To date, technology developed overseas and brought in by foreign investors has been the major source of Thailand’s innovation. Unfortunately, this has not spilled over enough to domestic businesses.
Despite a steady increase in public funding, Thailand’s innovation performance has not materially changed over the past five years, whereas regional competitors like Viet Nam have improved significantly. Indeed, in 2012, Thailand’s Global Innovation index score was 36.9 (out of 100). It has only inched up since, to 37.6 by 2017, placing the country in 51st place out of 127. In contrast, Viet Nam's score increased quite rapidly, from 33.9 in 2012 to 38.3 in 2017, overtaking Thailand's.
Finally, Thailand is facing challenging strong demographic headwinds. The speed of ageing in Thailand is amongst the fastest in the world, but unlike OECD countries – and Japan and Korea in particular - Thailand is ageing at a much lower income level. Providing the necessary pension and healthcare support will take up an increasing share of resources and could crowd out public funding for development and investment.
With the share of the working age population already in decline, Thailand needs to boost its productivity by providing job opportunities for all Thais, ensuring through continued investment throughout people’s life-cycle, with up-skilling and re-skilling at older ages.
To become a more inclusive and high-income economy, Thailand needs to go beyond promoting regional integration and business-friendly regulatory reform. It needs to invest in education and life-long skills training to empower its labour force and make it more productive.
The implementation of the measures outlined in the Government’s most recent National Economic and Social Development Plan will be crucial to reform the education sector in both rural and urban areas. Specifically, Thailand needs to revise the curriculum to improve its clarity, consistency and relevance; strengthen capacity to assess student achievement; boost teacher quality; improve ICT education; and ensure children in rural areas have the same access to quality education as their urban peers.
Stronger collaboration between Government and industry is also required to better align skills development training programmes with the demands of the industry. Providing well-targeted incentives for participation in skills training will help facilitate the reallocation of labour from low to high productivity sectors, enhancing social mobility and reducing inequality.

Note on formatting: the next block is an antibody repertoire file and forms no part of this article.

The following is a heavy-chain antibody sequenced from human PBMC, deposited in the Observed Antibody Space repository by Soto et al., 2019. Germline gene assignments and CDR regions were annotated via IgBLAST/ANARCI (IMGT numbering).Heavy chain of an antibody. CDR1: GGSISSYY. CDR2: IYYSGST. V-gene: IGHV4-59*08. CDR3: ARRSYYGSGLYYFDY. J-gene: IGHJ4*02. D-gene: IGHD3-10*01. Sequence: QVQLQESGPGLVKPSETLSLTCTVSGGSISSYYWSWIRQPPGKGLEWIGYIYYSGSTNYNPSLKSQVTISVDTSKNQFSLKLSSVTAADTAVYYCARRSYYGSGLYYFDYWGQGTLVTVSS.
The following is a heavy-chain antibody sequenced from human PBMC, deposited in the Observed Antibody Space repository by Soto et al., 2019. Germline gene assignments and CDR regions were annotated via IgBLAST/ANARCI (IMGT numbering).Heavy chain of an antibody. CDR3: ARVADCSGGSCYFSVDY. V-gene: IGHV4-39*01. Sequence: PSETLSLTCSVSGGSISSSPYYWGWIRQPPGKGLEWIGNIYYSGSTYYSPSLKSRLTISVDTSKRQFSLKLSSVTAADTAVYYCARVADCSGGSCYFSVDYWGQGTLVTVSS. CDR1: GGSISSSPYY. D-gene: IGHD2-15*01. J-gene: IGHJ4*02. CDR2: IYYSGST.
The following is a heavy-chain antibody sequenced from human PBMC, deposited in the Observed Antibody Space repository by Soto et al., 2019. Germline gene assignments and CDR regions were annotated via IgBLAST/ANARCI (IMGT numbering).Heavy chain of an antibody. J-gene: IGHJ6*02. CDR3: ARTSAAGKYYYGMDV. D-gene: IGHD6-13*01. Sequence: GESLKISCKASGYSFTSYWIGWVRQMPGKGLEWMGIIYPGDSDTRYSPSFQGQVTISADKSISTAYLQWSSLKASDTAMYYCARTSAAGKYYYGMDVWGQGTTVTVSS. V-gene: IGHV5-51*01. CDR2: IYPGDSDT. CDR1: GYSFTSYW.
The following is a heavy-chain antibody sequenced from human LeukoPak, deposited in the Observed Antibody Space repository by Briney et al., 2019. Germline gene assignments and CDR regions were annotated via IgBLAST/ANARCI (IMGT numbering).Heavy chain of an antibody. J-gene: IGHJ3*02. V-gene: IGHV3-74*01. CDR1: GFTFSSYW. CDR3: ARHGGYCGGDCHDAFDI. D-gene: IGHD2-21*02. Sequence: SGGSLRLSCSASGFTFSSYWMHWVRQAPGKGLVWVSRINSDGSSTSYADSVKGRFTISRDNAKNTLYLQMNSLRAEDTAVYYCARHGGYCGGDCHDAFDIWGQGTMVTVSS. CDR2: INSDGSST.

Thailand is making progress with the adoption of digital technologies and has stepped up investment in physical infrastructure, notably in the very promising Eastern Economic Corridor. However, innovation is not something the Government can do alone. Thailand remains behind its targets for total research and development (R&D) investment, with contributions from the private sector particularly lagging. As Thailand approaches the technology frontier, fostering domestic innovation through increased investment in R&D by all economic sectors is critical.
The OECD works across every one of these areas with its Member and Partner countries, providing targeted policy analysis, advice and effective global standards to enhance competition, foster inclusiveness and promote transparency. We will be leveraging this work with Thailand through our Country Programme. Thailand can also draw on our latest policy tools to promote skills and well-being, which go to the heart of the challenges it faces.
Ladies and Gentlemen,
I’d like to close with the words of Amartya Sen, which encapsulate not only the broad message of this lecture, but the whole mission of the OECD and our NAEC state-of-mind: “Economic growth without investment in human development is unsustainable - and unethical.”
Thailand can count on the OECD to support this investment in its people; Thailand can count on the OECD to work towards the success of the 20-Year Strategy and of Thailand 4.0; in sum, Thailand can count on the OECD to help design, develop and deliver better policies for better lives.